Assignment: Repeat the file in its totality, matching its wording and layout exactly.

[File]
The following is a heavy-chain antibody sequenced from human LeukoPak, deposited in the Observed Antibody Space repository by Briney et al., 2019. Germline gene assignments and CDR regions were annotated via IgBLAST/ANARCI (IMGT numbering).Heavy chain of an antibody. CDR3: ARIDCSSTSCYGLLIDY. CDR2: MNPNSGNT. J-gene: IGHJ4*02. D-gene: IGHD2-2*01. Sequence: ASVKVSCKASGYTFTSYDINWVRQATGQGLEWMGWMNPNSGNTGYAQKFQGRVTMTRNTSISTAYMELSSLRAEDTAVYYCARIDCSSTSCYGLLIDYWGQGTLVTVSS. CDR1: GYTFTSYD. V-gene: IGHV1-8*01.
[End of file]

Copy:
The following is a heavy-chain antibody sequenced from human LeukoPak, deposited in the Observed Antibody Space repository by Briney et al., 2019. Germline gene assignments and CDR regions were annotated via IgBLAST/ANARCI (IMGT numbering).Heavy chain of an antibody. CDR3: ARIDCSSTSCYGLLIDY. CDR2: MNPNSGNT. J-gene: IGHJ4*02. D-gene: IGHD2-2*01. Sequence: ASVKVSCKASGYTFTSYDINWVRQATGQGLEWMGWMNPNSGNTGYAQKFQGRVTMTRNTSISTAYMELSSLRAEDTAVYYCARIDCSSTSCYGLLIDYWGQGTLVTVSS. CDR1: GYTFTSYD. V-gene: IGHV1-8*01.